07/05/2012 18:07 BST | Updated 07/07/2012 06:12 BST

Occupy Gotham: Analysing the Dark Knight Rises Viral Campaign

Mic check


Two new languages


Two new languages rose to prominence in the early 2010s. The first was the communal, crowd-speech of the Occupy movement, where a speaker had his or her words amplified by a human microphone. The second was also communal, but digital. It was the language of Twitter, where a hashtag became a sort-code, but also a thematic tag, serving a similar purpose to the italicised moral at the end of an Aesop's fable, or the chorus in a classical play: 'Cops bringing out pepper spray #SoundsLikeaChallenge'. 'Arrests have started #WhoseStreetsOurStreets'.

Of course, the two developed together, evolving from the 2009 Iranian election protests through the Arab Spring to Wall Street in 2011-12. And now they've slipped sideways, as if crossing the barrier between parallel universes, into the world of fiction, and Batman's Gotham City.

With hindsight, it seems obvious. The movie's first viral campaign was itself crowd-sourced; fans were invited to record their own voices chanting a rhythmic, enigmatic phrase (dey-shay bah-sah-rah, bah-sah-rah, though if you listen to it long enough, it sounds a lot like 'This is Gotham, Gotham'), which was compiled into a cycling soundtrack on the Dark Knight Rises website, in May 2011. That sound file, in turn, could be transformed into a visual pattern using the right software, and revealed the hashtag '#TheFireRises', which, when tweeted enough times, gradually revealed a mosaic image of Tom Hardy as Bane.

The second teaser trailer, released in December 2011, featured the chant again, with fan voices now incorporated into the fiction. But the focus now was on Bane's vocals, which went beyond Batman's adenoidal growl (to be fair, he was raised by Michael Caine) into a raspy mumble: online critics complained that his few lines of dialogue ("When Gotham is ashes, you have my permission to die") were distorted to the point of incomprehensibility. That voice has been adjusted to an eerily plummy, proper accent, still filtered by a face-mask, in the latest trailer, but to remove all the distortion would be missing the point entirely.

Bane is the voice of the early 2010s: the voice of the crowd, the voice of the people, the voice of the loudspeaker, the mic check, the megaphone. Bane's is the voice that leads the masses, that speaks to the group, that rises over the contemporary city. Bane is the voice of social media: articulate, mobile, fluid, powerful. He isn't just one man, but many. He can be everywhere at once, en masse as well as muscle mass. And his counterpart Wayne - fitting that 'Bane' crushes 'Bruce' (or 'Batman') and 'Wayne' together - is the voice of the 1%, the privileged minority whose time may have come and gone.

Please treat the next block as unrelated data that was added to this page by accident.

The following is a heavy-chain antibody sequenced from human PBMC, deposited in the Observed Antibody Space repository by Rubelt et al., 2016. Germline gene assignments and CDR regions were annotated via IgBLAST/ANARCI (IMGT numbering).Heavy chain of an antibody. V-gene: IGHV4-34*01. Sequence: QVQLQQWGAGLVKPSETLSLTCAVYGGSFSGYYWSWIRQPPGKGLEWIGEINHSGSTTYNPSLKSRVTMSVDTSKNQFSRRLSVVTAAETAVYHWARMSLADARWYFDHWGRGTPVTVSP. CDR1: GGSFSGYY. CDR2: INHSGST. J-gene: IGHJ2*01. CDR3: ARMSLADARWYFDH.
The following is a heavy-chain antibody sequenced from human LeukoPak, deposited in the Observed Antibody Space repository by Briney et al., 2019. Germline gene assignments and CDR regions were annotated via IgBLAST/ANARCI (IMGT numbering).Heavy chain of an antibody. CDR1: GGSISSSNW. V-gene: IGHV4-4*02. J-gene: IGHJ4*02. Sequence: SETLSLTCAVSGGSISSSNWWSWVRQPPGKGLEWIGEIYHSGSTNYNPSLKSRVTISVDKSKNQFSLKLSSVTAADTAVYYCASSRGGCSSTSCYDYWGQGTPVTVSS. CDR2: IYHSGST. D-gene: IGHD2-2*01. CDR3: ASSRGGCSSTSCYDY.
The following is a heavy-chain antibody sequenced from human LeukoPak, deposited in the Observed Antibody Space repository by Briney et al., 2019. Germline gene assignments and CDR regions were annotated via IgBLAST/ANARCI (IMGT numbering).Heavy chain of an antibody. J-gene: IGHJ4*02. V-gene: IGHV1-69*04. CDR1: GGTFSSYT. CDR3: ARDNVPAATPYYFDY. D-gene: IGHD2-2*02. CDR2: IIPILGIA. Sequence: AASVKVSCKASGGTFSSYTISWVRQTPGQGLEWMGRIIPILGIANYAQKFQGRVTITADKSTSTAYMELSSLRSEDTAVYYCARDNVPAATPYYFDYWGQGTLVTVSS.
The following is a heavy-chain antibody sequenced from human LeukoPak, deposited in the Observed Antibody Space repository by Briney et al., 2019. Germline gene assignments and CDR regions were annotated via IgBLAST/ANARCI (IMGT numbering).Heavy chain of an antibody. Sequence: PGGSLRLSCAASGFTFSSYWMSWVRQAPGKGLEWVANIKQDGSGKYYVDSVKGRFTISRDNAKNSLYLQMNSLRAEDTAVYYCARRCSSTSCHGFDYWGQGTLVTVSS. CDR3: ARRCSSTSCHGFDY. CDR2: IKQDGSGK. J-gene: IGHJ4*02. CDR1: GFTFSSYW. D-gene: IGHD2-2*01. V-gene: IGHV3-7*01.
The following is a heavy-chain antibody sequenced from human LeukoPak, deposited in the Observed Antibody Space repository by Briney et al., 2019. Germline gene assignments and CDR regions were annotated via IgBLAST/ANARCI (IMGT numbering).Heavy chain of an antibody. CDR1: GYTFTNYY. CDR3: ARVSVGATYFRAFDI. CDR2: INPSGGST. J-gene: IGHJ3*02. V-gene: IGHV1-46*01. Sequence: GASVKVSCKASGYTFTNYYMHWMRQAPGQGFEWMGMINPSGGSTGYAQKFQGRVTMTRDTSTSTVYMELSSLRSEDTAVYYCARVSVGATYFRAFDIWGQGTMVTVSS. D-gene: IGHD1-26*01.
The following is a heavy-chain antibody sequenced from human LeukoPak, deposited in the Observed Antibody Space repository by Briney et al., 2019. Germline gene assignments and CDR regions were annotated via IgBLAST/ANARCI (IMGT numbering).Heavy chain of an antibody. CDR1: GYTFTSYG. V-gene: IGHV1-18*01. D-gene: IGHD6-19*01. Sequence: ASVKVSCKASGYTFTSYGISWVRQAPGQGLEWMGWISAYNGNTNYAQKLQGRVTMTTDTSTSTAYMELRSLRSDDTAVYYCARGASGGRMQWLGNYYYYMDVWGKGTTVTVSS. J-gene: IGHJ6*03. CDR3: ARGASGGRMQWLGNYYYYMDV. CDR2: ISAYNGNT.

"There's a storm coming, Mr Wayne. You and your friends better batten down the hatches," Selina purrs in the second teaser trailer. "Cause when it hits, you're all gonna wonder how you ever thought you could live so large, and leave so little for the rest of us." In the most recent clip, she adds one further thought: "I'm adaptable."

And that, surely - rather than brains or brawn - is going to decide this final battle between Bane and Batman. Bane first appeared as a mosaic, pieced together from tweets; his chant was compiled from thousands of fan voices. Now Batman, to fight back, has to harness that contemporary crowdsourcing, too. The new trailer shows a snatched shot of a chalked bat on a wall; like the chant, that device crossed over from fiction into real life. The latest viral campaign sent people out across the world to find and photograph identical graffiti and tweet it, piecing together film frames in a collective effort.

Batman has to be more than just a man, to reclaim Gotham City. He has to be a myth. He has to be a folk icon, something that belongs to the people, someone who can be everywhere and nowhere. He has to be a mosaic. And that may mean that 'Bruce Wayne' has to die, so Batman can live forever, floating free of time and geography as an idea, rather than a single figure; a concept articulated in fiction by Grant Morrison's Batman Incorporated, and also in my own book Hunting the Dark Knight.

But as Jonathan McIntosh has shown through his stunning video mashups at, Wayne Enterprises is a "a monster company of truly Orwellian proportions...the largest, most powerful company on the planet." "You've given them everything", Selina insists. "Not everything," Bruce gasps back. Until Wayne gives up some of his immense privilege to the people, does he even deserve to triumph?